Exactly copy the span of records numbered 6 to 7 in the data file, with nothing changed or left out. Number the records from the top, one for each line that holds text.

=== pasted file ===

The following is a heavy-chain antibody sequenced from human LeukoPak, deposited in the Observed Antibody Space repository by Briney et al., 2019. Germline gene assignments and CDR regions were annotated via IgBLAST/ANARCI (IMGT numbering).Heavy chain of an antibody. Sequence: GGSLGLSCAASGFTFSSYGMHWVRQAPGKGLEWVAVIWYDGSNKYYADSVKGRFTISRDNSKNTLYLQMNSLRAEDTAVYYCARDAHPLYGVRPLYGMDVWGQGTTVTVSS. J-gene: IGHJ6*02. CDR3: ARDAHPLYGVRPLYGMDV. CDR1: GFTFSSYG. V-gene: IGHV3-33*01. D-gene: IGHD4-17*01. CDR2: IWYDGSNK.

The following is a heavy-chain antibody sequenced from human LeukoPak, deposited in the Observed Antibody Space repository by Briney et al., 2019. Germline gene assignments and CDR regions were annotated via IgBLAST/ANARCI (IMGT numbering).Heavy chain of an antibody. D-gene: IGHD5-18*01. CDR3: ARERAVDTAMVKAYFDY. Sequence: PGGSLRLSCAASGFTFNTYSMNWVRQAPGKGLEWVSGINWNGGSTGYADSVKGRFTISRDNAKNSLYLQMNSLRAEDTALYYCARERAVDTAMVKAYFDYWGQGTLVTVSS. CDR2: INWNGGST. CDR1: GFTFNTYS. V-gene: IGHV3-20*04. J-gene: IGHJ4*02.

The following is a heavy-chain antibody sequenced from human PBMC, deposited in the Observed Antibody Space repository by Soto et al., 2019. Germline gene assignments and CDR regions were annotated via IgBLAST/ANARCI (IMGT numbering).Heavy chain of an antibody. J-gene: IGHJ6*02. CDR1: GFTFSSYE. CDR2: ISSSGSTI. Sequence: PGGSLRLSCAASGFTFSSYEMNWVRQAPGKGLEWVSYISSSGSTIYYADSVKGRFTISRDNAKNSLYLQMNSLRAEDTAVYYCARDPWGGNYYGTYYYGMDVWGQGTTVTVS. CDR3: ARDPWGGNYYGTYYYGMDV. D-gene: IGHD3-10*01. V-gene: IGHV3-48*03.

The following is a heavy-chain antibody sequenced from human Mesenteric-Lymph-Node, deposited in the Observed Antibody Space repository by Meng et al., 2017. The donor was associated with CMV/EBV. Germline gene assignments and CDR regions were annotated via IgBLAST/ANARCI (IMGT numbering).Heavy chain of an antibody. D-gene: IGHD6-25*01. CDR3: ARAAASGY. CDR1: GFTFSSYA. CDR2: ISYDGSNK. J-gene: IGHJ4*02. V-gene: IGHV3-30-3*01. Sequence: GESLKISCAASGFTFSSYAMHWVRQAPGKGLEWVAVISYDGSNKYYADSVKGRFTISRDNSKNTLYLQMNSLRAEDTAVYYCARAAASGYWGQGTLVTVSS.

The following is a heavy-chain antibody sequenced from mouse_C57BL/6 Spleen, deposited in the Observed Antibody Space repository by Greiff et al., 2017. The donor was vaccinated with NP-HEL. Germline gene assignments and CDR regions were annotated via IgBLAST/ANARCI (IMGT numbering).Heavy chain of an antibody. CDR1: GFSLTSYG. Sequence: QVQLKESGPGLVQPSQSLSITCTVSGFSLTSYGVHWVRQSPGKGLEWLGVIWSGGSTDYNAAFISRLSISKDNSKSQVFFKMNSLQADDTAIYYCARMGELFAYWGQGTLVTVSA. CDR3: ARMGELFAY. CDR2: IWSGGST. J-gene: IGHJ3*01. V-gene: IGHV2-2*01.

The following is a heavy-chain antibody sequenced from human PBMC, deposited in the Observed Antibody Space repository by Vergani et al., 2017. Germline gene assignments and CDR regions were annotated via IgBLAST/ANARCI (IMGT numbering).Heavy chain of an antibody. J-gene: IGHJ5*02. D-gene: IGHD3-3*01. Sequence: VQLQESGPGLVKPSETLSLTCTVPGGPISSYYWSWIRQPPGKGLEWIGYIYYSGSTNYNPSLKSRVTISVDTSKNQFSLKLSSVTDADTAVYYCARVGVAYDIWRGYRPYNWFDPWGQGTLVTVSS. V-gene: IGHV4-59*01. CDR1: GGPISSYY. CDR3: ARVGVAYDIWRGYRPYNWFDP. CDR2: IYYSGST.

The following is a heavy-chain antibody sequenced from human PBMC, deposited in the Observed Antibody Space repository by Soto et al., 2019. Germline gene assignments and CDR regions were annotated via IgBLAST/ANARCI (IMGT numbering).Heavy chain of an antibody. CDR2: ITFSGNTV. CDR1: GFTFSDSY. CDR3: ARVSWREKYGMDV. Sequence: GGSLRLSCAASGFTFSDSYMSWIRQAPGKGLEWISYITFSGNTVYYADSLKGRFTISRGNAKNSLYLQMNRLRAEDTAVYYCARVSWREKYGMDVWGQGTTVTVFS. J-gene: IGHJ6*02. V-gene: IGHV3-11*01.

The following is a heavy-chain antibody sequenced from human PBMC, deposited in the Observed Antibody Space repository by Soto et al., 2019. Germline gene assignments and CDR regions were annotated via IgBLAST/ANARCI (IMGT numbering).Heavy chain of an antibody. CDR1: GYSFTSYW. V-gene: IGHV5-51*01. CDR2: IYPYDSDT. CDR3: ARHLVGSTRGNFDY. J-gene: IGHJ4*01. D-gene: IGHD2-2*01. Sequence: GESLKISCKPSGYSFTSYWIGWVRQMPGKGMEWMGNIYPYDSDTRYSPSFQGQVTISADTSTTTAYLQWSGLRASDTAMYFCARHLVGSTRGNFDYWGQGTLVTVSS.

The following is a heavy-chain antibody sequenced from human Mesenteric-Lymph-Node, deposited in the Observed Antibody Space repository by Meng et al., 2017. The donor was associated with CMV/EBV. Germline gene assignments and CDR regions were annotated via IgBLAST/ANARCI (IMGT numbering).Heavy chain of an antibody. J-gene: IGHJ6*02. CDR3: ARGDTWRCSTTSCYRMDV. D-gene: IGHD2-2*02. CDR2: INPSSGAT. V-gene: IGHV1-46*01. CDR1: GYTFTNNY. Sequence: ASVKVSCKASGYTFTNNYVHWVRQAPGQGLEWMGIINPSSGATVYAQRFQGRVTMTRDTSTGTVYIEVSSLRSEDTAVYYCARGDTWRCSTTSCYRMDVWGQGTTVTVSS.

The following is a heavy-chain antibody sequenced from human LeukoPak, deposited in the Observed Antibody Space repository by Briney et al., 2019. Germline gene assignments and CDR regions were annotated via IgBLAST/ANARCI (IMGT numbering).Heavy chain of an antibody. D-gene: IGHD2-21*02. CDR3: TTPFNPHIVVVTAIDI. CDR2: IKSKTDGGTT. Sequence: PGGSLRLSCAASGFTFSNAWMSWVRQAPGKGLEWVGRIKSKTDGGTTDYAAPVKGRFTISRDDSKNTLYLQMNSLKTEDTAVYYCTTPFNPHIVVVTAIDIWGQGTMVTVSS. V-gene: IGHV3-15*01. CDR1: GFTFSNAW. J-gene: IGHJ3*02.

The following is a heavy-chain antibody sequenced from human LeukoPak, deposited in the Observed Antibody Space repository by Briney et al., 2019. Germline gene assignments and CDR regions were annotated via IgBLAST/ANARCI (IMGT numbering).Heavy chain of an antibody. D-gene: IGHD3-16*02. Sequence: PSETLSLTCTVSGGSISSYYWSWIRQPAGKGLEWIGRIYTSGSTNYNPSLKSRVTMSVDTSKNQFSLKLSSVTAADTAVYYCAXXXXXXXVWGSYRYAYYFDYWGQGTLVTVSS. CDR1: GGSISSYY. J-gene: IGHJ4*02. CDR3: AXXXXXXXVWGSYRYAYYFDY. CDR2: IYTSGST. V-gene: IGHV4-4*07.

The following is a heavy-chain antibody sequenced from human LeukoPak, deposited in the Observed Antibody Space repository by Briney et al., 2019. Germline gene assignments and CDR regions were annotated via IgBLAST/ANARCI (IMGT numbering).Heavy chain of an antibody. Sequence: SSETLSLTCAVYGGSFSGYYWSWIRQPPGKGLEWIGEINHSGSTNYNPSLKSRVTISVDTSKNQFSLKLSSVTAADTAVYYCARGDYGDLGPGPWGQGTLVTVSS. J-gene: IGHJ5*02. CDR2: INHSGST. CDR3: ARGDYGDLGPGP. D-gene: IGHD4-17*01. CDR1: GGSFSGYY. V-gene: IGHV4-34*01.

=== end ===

The following is a heavy-chain antibody sequenced from human PBMC, deposited in the Observed Antibody Space repository by Vergani et al., 2017. Germline gene assignments and CDR regions were annotated via IgBLAST/ANARCI (IMGT numbering).Heavy chain of an antibody. J-gene: IGHJ5*02. D-gene: IGHD3-3*01. Sequence: VQLQESGPGLVKPSETLSLTCTVPGGPISSYYWSWIRQPPGKGLEWIGYIYYSGSTNYNPSLKSRVTISVDTSKNQFSLKLSSVTDADTAVYYCARVGVAYDIWRGYRPYNWFDPWGQGTLVTVSS. V-gene: IGHV4-59*01. CDR1: GGPISSYY. CDR3: ARVGVAYDIWRGYRPYNWFDP. CDR2: IYYSGST.

The following is a heavy-chain antibody sequenced from human PBMC, deposited in the Observed Antibody Space repository by Soto et al., 2019. Germline gene assignments and CDR regions were annotated via IgBLAST/ANARCI (IMGT numbering).Heavy chain of an antibody. CDR2: ITFSGNTV. CDR1: GFTFSDSY. CDR3: ARVSWREKYGMDV. Sequence: GGSLRLSCAASGFTFSDSYMSWIRQAPGKGLEWISYITFSGNTVYYADSLKGRFTISRGNAKNSLYLQMNRLRAEDTAVYYCARVSWREKYGMDVWGQGTTVTVFS. J-gene: IGHJ6*02. V-gene: IGHV3-11*01.